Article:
Waldroop and Butler condensed these characteristics into six profiles of destructive behaviour patterns they labelled ‘bad habits’. They use the term as a shorthand way of referring to deep-rooted psychological flaws. ‘Bad habits’ or ‘dark-side’ are not compulsions like nail biting, swearing, or smoking. Nor they apply to people who at one time or another bully colleagues, been too negative, or over argumentative. Instead, the terms refer to high performers whose psychological makeup translates into consistently problematic behaviour. Their ‘dark-side’ is a central component of their personality and informs the way they behave from day to day. I call it the ‘Empty Persona Syndrome’ as there is something shallow or missing in their character, that makes them all front, but without much substance. This chapter looks at four empty personas: (a) the Hero, (b) the Bulldozer, (c) the Rebel, and (d) the Pessimist.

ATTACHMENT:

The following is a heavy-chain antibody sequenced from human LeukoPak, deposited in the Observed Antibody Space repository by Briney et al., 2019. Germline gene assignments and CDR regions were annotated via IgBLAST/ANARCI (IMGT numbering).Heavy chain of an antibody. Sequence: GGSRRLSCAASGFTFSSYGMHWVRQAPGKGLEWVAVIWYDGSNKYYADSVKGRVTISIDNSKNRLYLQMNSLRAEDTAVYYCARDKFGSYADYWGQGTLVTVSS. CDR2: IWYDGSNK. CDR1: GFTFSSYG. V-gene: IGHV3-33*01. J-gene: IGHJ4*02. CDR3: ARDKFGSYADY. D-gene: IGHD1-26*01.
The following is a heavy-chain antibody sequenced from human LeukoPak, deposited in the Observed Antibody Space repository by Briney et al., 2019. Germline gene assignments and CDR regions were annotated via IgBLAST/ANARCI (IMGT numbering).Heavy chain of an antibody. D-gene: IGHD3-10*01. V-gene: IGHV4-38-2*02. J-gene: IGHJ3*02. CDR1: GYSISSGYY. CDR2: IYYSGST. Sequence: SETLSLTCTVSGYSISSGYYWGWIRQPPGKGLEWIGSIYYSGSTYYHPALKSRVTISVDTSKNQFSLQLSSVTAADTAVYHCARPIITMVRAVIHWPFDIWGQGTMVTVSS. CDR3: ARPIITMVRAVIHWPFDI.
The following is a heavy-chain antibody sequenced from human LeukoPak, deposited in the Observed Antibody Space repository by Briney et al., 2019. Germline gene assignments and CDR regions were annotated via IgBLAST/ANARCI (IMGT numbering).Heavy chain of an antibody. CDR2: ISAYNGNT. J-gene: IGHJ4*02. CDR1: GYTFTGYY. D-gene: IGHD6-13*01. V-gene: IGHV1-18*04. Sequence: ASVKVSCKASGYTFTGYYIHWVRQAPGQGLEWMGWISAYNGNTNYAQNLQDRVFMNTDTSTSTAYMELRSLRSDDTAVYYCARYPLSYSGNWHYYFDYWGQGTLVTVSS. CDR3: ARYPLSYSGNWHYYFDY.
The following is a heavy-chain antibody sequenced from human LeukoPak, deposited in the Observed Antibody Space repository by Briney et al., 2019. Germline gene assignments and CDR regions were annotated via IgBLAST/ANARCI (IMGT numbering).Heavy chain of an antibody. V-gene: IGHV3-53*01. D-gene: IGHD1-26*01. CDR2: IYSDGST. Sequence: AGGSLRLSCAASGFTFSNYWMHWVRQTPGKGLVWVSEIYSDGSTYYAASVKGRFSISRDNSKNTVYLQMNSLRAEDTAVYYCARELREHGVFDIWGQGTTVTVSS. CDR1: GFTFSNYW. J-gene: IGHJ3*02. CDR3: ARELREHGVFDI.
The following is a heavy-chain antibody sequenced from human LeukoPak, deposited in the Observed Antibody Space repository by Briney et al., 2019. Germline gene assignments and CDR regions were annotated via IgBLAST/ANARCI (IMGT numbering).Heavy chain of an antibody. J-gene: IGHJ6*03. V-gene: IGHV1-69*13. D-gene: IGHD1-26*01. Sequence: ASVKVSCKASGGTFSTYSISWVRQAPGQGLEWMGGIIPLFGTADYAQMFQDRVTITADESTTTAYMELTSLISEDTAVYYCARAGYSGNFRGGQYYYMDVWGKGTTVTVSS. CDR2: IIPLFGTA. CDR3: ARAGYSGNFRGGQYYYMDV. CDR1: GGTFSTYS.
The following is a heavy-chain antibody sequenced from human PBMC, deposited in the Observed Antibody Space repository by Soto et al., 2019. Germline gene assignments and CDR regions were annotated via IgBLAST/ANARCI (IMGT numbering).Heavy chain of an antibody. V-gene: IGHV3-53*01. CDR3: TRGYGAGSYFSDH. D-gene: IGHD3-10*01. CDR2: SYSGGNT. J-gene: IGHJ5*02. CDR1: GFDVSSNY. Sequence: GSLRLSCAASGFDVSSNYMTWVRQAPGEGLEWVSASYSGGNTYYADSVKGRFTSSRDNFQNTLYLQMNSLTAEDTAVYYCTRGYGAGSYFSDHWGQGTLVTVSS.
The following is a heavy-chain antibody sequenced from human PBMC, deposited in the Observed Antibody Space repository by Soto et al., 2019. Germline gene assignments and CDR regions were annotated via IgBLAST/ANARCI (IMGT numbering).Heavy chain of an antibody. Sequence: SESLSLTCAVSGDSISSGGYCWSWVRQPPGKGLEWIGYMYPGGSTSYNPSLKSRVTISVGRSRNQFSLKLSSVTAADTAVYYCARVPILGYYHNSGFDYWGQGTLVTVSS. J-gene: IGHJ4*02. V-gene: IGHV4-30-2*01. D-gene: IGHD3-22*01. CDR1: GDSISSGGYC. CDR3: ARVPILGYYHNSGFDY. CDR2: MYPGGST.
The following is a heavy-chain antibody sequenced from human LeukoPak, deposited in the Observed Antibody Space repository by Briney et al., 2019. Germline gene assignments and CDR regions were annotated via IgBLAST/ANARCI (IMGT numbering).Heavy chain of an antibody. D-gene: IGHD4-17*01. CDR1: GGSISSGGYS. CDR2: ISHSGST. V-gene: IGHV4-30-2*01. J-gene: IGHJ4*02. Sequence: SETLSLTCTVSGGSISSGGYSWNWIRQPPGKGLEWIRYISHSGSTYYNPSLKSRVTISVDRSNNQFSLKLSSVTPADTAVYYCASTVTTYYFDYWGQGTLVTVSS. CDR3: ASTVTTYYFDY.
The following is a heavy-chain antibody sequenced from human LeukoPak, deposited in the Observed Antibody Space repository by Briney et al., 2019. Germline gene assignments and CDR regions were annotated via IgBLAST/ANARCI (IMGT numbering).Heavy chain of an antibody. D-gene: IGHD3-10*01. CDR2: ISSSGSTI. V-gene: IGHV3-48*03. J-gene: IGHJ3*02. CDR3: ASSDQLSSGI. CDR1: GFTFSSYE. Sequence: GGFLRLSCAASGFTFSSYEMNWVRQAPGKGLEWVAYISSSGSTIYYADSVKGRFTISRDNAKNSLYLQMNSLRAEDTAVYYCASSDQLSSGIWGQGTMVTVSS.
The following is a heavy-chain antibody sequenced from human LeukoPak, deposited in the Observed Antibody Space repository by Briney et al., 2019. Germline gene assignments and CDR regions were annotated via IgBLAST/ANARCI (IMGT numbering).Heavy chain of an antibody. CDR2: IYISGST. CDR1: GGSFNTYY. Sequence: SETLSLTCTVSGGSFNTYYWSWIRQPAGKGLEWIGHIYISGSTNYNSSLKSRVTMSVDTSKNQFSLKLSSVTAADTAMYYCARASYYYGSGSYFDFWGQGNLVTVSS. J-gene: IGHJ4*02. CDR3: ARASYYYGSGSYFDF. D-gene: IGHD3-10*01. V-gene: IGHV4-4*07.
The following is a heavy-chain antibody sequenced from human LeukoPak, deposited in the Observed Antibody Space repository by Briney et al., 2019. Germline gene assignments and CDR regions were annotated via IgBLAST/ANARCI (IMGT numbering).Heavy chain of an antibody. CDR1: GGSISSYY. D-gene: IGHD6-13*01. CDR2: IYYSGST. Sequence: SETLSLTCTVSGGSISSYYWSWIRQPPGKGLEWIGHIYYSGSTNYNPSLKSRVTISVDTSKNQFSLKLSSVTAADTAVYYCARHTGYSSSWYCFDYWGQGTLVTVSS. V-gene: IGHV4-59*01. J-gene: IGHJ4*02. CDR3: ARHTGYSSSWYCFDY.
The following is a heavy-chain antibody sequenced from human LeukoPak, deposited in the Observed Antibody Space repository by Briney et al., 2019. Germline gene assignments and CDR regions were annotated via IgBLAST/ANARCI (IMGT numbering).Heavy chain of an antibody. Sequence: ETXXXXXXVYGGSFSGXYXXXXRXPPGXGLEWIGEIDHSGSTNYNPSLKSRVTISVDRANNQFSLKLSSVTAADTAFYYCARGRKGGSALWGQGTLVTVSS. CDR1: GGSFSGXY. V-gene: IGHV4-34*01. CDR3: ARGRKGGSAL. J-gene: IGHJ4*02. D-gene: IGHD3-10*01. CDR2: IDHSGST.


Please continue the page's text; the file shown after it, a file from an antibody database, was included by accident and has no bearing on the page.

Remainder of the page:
Type #1: The Hero

The Heroes are the superhuman of the workplace. They take pride in solving any problem that crosses their way. They are naturally resourceful, capable, and competent in any work situation. 

The Heroes are driven by ‘Need for Achievement’. They thrive on ‘mission impossible’ challenges and spend their life in a rat race, moving from one target to another. The inner action voice that drives them is ‘Hurry Up’ – work quickly and deliver high output in a short time.